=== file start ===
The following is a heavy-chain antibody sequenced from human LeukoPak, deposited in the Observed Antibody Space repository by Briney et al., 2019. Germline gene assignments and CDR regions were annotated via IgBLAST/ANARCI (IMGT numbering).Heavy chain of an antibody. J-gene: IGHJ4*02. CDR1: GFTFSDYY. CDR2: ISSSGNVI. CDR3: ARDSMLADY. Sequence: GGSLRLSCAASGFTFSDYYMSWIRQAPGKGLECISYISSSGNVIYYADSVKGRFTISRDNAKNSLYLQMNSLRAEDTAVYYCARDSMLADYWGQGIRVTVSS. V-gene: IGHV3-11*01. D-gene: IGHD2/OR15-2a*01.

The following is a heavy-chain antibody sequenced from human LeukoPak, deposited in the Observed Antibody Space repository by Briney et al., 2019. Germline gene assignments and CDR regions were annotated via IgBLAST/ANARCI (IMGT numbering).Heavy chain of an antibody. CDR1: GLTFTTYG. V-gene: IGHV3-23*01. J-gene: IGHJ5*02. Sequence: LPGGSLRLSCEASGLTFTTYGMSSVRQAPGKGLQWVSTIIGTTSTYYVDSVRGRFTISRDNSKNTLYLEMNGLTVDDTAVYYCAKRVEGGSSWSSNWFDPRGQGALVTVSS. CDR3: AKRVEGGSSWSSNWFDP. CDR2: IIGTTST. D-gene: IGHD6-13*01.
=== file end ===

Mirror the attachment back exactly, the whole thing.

The following is a heavy-chain antibody sequenced from human LeukoPak, deposited in the Observed Antibody Space repository by Briney et al., 2019. Germline gene assignments and CDR regions were annotated via IgBLAST/ANARCI (IMGT numbering).Heavy chain of an antibody. J-gene: IGHJ4*02. CDR1: GFTFSDYY. CDR2: ISSSGNVI. CDR3: ARDSMLADY. Sequence: GGSLRLSCAASGFTFSDYYMSWIRQAPGKGLECISYISSSGNVIYYADSVKGRFTISRDNAKNSLYLQMNSLRAEDTAVYYCARDSMLADYWGQGIRVTVSS. V-gene: IGHV3-11*01. D-gene: IGHD2/OR15-2a*01.

The following is a heavy-chain antibody sequenced from human LeukoPak, deposited in the Observed Antibody Space repository by Briney et al., 2019. Germline gene assignments and CDR regions were annotated via IgBLAST/ANARCI (IMGT numbering).Heavy chain of an antibody. CDR1: GLTFTTYG. V-gene: IGHV3-23*01. J-gene: IGHJ5*02. Sequence: LPGGSLRLSCEASGLTFTTYGMSSVRQAPGKGLQWVSTIIGTTSTYYVDSVRGRFTISRDNSKNTLYLEMNGLTVDDTAVYYCAKRVEGGSSWSSNWFDPRGQGALVTVSS. CDR3: AKRVEGGSSWSSNWFDP. CDR2: IIGTTST. D-gene: IGHD6-13*01.